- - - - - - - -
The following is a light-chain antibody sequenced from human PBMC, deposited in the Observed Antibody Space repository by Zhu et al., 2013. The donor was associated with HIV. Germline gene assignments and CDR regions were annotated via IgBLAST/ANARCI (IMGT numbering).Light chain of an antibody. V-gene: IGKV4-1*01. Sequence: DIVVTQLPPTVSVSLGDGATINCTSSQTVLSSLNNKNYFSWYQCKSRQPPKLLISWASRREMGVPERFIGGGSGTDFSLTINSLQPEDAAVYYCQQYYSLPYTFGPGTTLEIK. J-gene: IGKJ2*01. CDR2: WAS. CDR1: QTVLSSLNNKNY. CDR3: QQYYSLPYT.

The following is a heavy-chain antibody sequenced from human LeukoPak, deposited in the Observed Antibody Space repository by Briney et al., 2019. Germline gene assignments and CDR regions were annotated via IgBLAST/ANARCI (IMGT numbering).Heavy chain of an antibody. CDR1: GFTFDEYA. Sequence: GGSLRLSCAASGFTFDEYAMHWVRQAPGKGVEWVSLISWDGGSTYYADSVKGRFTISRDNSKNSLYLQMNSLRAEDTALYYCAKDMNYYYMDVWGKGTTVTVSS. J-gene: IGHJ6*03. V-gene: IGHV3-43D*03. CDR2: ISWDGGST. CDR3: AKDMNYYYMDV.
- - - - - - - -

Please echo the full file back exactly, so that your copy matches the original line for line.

The following is a light-chain antibody sequenced from human PBMC, deposited in the Observed Antibody Space repository by Zhu et al., 2013. The donor was associated with HIV. Germline gene assignments and CDR regions were annotated via IgBLAST/ANARCI (IMGT numbering).Light chain of an antibody. V-gene: IGKV4-1*01. Sequence: DIVVTQLPPTVSVSLGDGATINCTSSQTVLSSLNNKNYFSWYQCKSRQPPKLLISWASRREMGVPERFIGGGSGTDFSLTINSLQPEDAAVYYCQQYYSLPYTFGPGTTLEIK. J-gene: IGKJ2*01. CDR2: WAS. CDR1: QTVLSSLNNKNY. CDR3: QQYYSLPYT.

The following is a heavy-chain antibody sequenced from human LeukoPak, deposited in the Observed Antibody Space repository by Briney et al., 2019. Germline gene assignments and CDR regions were annotated via IgBLAST/ANARCI (IMGT numbering).Heavy chain of an antibody. CDR1: GFTFDEYA. Sequence: GGSLRLSCAASGFTFDEYAMHWVRQAPGKGVEWVSLISWDGGSTYYADSVKGRFTISRDNSKNSLYLQMNSLRAEDTALYYCAKDMNYYYMDVWGKGTTVTVSS. J-gene: IGHJ6*03. V-gene: IGHV3-43D*03. CDR2: ISWDGGST. CDR3: AKDMNYYYMDV.